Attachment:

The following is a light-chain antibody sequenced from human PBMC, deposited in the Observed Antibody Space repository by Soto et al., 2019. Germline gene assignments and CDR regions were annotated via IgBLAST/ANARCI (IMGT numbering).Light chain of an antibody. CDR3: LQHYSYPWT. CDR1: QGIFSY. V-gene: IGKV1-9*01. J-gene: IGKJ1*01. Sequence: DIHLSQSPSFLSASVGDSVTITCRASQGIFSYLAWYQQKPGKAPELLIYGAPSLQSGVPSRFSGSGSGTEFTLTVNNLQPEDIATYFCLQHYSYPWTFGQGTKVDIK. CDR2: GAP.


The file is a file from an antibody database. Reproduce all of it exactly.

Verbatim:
The following is a light-chain antibody sequenced from human PBMC, deposited in the Observed Antibody Space repository by Soto et al., 2019. Germline gene assignments and CDR regions were annotated via IgBLAST/ANARCI (IMGT numbering).Light chain of an antibody. CDR3: LQHYSYPWT. CDR1: QGIFSY. V-gene: IGKV1-9*01. J-gene: IGKJ1*01. Sequence: DIHLSQSPSFLSASVGDSVTITCRASQGIFSYLAWYQQKPGKAPELLIYGAPSLQSGVPSRFSGSGSGTEFTLTVNNLQPEDIATYFCLQHYSYPWTFGQGTKVDIK. CDR2: GAP.